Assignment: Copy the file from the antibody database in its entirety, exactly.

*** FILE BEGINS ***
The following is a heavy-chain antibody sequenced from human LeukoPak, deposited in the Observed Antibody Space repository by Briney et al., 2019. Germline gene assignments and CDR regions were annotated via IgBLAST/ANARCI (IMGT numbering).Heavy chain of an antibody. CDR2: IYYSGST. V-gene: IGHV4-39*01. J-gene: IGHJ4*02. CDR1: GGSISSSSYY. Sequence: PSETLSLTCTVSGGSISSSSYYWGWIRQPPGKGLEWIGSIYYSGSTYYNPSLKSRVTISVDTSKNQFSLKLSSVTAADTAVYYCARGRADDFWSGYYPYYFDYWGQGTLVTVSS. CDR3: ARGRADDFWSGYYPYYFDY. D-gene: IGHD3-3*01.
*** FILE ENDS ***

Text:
The following is a heavy-chain antibody sequenced from human LeukoPak, deposited in the Observed Antibody Space repository by Briney et al., 2019. Germline gene assignments and CDR regions were annotated via IgBLAST/ANARCI (IMGT numbering).Heavy chain of an antibody. CDR2: IYYSGST. V-gene: IGHV4-39*01. J-gene: IGHJ4*02. CDR1: GGSISSSSYY. Sequence: PSETLSLTCTVSGGSISSSSYYWGWIRQPPGKGLEWIGSIYYSGSTYYNPSLKSRVTISVDTSKNQFSLKLSSVTAADTAVYYCARGRADDFWSGYYPYYFDYWGQGTLVTVSS. CDR3: ARGRADDFWSGYYPYYFDY. D-gene: IGHD3-3*01.